The Fourth Sunday of Lent: The Man Born Blind
Meditations and Prayers for the Fourth Week of Lent: A Cycle and RCIA
by Victor Hoagland, C.P.
This is a dramatic gospel, not only because of the miracle, but also because of the heated exchanges and clever dialogue that follow it. Besides Jesus and his disciples, the blind man himself, his parents and neighbors and a divided group of Pharisees all interact vigorously in the story.
this blind man did not approach Jesus. Rather, Jesus approached him.
And remarkably, the miracle did not just restore the man’s sight. Blind
from birth, he never before had the power to see.
represent those who can do nothing for themselves? Nothing at all, except
wait for the power of God?
At the sight
of the woebegone beggar, Jesus’ disciples wondered: did he do something
to deserve it? Some sin he or his parents had committed?
replied. “He was born blind so that God’s power might be displayed in
It was Jesus’ message always: God’s power belongs to the poor. Scarcely using that
power for himself, he brought Good News to them. God’s power — healing,
restoring, creating — belonged to the blind man and others like him.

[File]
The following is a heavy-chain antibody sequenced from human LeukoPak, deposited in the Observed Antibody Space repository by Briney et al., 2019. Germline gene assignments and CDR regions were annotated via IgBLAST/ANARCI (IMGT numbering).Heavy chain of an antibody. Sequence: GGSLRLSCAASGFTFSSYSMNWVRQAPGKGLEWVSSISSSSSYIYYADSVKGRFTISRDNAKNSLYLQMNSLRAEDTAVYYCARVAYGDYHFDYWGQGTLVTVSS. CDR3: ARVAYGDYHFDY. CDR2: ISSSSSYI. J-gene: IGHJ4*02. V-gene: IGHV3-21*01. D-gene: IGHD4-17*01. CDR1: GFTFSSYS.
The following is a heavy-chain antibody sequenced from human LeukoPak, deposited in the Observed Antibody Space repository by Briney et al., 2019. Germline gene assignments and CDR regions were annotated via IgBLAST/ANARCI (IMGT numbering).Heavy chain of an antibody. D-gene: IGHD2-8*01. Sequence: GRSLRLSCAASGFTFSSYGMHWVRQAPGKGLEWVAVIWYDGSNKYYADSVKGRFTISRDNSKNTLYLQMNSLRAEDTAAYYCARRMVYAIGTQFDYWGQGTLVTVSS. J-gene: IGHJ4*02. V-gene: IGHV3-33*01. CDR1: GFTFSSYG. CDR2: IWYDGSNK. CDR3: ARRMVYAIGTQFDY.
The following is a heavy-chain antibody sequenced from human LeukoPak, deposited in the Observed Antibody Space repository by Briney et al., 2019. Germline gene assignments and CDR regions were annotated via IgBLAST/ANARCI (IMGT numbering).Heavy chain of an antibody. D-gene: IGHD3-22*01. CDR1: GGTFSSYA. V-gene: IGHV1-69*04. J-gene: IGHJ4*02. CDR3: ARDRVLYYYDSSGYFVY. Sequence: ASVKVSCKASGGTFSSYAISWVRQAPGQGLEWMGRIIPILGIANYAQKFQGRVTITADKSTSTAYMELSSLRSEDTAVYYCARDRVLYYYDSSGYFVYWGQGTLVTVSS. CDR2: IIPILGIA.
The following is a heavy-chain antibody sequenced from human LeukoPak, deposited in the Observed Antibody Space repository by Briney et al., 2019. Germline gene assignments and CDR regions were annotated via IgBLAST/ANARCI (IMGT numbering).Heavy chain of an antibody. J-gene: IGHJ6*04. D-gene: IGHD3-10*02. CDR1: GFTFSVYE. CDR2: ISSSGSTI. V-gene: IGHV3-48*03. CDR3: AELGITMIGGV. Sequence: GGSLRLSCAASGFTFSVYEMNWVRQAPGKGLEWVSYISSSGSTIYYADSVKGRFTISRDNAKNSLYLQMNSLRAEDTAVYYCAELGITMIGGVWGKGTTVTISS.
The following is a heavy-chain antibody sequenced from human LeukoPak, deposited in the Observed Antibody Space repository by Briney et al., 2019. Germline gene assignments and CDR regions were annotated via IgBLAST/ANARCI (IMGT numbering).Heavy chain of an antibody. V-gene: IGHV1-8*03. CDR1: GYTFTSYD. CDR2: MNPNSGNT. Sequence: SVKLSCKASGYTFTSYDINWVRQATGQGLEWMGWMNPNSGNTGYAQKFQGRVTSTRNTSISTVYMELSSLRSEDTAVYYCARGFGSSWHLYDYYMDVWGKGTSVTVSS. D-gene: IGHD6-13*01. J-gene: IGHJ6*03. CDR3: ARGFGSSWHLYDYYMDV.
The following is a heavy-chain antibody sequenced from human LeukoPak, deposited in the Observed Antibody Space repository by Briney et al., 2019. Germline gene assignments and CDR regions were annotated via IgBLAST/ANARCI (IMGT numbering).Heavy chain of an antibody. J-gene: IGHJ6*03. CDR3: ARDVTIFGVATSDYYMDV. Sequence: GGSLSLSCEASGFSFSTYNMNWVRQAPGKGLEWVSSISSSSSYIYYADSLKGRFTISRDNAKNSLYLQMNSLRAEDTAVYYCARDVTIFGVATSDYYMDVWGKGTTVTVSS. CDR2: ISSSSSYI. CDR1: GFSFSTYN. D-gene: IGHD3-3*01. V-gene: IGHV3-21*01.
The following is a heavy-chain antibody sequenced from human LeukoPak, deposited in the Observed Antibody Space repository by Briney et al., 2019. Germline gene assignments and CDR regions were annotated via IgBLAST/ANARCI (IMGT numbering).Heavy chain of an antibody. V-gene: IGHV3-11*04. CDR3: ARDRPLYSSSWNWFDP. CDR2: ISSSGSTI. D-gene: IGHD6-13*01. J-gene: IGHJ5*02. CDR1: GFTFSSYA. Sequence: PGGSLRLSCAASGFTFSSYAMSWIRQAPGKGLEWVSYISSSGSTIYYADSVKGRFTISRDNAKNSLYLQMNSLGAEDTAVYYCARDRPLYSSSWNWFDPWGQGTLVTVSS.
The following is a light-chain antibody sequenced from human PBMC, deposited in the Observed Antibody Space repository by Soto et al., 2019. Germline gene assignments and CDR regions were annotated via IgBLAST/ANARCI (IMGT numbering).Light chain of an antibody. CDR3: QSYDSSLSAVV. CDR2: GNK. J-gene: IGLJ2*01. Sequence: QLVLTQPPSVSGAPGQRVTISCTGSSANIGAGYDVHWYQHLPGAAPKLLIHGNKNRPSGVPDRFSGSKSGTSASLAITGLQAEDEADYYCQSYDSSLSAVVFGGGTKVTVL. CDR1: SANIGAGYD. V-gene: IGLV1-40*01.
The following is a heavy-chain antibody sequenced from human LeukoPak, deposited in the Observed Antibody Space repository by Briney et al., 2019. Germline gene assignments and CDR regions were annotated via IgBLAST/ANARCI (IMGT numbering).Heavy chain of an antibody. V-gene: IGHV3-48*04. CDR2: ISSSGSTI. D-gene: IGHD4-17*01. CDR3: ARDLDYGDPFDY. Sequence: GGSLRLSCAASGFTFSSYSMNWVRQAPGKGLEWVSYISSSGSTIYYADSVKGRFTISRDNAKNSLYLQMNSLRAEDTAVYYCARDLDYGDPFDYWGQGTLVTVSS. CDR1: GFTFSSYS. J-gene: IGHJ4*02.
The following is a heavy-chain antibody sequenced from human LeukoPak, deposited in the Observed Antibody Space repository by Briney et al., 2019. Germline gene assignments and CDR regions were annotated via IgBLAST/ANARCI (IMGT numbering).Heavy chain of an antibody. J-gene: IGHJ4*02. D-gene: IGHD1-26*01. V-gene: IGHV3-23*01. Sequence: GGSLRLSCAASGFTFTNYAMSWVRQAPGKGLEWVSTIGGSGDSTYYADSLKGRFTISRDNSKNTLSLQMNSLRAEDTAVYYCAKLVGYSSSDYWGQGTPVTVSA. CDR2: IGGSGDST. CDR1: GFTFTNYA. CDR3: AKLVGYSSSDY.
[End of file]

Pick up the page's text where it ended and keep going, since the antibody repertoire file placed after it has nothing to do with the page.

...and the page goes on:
And so he spent himself for them.
So too he
advised his disciples “to carry on while daylight lasts the work of
him who sent me.”
You must not pass by the poor or only speculate about them. Work for
their good so that the power of God may come upon them. And the power
of God will come upon you too, for the poor will bless you with a blessing
found nowhere else.
light of the world,
why were you born,
and why did you die
in such obscurity?
Bethlehem was hardly a shining place,
hardly a burning stand
for Light come into the world.
Was not Calvary too
an ending place
for life and light;
And would not a cross
in the afternoon sky,
turn all eyes away?
did your eyes turn away too?
Or were you
so accustomed to the dark
as to see what others could not see?
it was not long ago,
Someone seeing you all in darkness
touched your eyes
and told you to wash
until you saw God’s glory
shining through your beggar’s clothes.
And you believed,
no one could stop you,
or explain it all away,